Your order will depend in part on your chosen industry and personal situation. But no matter what your business, don't think you know how to structure everything without some professional help. Based on his own experience, Feinberg suggests talking to a CPA first. "It's a good place to start, a good resource," he says.
To keep your costs down, do some homework to target your questions to cut the time you spend with professionals who bill by the hour, Feinberg says.
What if the business you're starting is homebased? When Stacey Cohen founded her Mt. Kisco, New York, marketing and PR company, Co-Communications Inc., in late 1997, her plan was to grow her homebased business slowly and strategically for five years. She had very little overhead and wasn't dependent on outside financing. Instead of writing a business plan, the first thing she did was invest $6,000 in a logo, embossed letterhead and business cards.
"In the launch stage, I needed something to speak volumes about my company, and I spent a ton of money on it," says Cohen, 42. "Some people would first look at the bottom line and ask how much revenue I was going to produce, what target markets I was going after. I knew I had to do that, too, but first I had to set the tone, the image of the company."
Obtaining a business license, setting up a bank account as a sole proprietor, registering the Web site www.co-communications.com and starting to network vigorously all followed in quick succession. "I put myself out there with those gorgeous-looking business cards and passed them around," she says. She bartered early on with a graphic designer to create her Web site in exchange for PR services. When clients came calling six months into the business, Cohen felt it was time to outsource a bookkeeper.
"The billing in advertising and marketing is very complicated. There are commissions and markups," she says. "I had to make sure everything was in line."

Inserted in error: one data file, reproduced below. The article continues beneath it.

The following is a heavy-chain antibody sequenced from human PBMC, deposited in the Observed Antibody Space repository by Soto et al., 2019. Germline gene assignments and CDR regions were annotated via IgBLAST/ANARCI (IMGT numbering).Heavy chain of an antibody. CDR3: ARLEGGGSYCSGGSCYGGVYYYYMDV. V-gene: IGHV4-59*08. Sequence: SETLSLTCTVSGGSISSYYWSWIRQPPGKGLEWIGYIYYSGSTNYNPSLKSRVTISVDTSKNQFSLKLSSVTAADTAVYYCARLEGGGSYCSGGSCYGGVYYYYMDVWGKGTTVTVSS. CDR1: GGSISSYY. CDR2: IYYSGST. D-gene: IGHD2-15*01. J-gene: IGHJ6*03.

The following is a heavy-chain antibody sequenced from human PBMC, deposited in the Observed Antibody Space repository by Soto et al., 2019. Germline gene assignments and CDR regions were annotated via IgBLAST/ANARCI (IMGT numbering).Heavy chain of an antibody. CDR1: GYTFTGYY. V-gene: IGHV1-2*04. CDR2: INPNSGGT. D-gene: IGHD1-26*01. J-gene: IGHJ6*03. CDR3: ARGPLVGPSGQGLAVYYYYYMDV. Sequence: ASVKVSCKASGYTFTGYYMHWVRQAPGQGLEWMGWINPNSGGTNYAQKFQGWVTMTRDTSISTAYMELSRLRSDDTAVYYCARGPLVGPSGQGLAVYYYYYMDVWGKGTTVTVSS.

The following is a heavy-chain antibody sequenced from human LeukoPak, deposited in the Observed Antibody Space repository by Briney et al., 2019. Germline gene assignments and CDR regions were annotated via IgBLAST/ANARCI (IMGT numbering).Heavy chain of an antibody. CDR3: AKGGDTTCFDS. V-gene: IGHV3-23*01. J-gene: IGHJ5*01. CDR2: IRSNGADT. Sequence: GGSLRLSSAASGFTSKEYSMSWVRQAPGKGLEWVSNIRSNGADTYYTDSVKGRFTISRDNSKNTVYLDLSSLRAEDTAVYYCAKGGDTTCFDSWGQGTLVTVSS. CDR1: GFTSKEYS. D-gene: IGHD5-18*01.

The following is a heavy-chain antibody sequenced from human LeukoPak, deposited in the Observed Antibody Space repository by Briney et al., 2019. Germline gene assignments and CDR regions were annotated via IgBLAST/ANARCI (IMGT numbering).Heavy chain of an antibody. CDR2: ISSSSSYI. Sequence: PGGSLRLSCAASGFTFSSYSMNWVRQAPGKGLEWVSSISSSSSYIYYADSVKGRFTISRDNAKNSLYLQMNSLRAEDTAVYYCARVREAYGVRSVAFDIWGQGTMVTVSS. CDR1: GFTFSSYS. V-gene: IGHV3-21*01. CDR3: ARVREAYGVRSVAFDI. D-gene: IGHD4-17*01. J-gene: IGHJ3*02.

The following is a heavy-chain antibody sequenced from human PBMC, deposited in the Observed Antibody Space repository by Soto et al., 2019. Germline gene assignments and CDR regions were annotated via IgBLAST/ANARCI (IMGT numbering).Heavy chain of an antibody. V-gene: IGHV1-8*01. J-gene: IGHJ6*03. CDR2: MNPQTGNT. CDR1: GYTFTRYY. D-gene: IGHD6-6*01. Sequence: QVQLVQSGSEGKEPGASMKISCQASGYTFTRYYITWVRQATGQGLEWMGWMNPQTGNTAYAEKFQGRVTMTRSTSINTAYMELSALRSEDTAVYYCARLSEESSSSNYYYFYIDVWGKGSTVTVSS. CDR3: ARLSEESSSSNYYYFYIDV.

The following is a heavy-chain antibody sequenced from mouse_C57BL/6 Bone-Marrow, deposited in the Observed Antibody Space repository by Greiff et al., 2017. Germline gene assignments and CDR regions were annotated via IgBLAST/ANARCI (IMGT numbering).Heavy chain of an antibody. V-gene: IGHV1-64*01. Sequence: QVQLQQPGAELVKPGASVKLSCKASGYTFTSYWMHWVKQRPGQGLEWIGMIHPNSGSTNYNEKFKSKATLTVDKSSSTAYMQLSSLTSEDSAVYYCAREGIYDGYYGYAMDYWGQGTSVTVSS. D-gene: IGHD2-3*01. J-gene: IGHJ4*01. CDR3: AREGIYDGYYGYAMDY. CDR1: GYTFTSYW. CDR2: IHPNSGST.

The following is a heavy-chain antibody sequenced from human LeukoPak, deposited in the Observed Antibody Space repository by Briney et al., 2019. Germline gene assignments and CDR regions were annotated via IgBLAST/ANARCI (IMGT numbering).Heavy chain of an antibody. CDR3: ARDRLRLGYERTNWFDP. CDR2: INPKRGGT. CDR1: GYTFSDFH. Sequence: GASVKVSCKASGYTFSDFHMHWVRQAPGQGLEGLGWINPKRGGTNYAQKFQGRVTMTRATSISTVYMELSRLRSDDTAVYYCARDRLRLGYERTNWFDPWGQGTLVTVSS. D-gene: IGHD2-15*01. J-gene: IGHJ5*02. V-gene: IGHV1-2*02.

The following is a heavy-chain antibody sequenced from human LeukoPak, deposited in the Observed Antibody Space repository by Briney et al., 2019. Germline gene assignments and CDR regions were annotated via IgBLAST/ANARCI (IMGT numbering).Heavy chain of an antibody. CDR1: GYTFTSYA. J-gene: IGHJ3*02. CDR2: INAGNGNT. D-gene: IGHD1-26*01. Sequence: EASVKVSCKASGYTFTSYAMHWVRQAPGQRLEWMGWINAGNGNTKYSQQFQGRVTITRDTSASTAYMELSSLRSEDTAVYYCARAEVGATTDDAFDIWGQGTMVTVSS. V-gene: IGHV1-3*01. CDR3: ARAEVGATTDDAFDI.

In 1999, Cohen moved her business into a downtown office space. Sales in 2002 were around $750,000, and she's projecting more than $1 million in sales for 2003.
The best thing you can do in the early stages of your business is to create a timetable for how you'll take care of the basics. "Things are always thrown in our path to take us off our timeline," Cohen says. "But if you can stick to it as closely as you can, you're guaranteed success. And success breeds success."
Do's & Don'ts
Cover your bases and get these decisions right the first time:
- DO consult with an accountant and an attorney before your business opens to choose your business structure and take care of any necessary papers.
- DO get your state licenses and ID numbers before taking care of mechanics such as setting up your business bank account and seeking insurance coverage.
- DO protect your company from product liability before you start selling. This is particularly important in the technology field.
- DON'T sign a lease before you've secured financing and done your due diligence on a location's demographics and foot traffic.
- DON'T assume banks will finance debt you've run up on your personal credit cards in starting your business. Banks aren't keen on financing credit card debt.
- DON'T staff up with expensive employees, such as a full-time human resources, marketing or accounting person, before you can afford them. Outsource this expertise.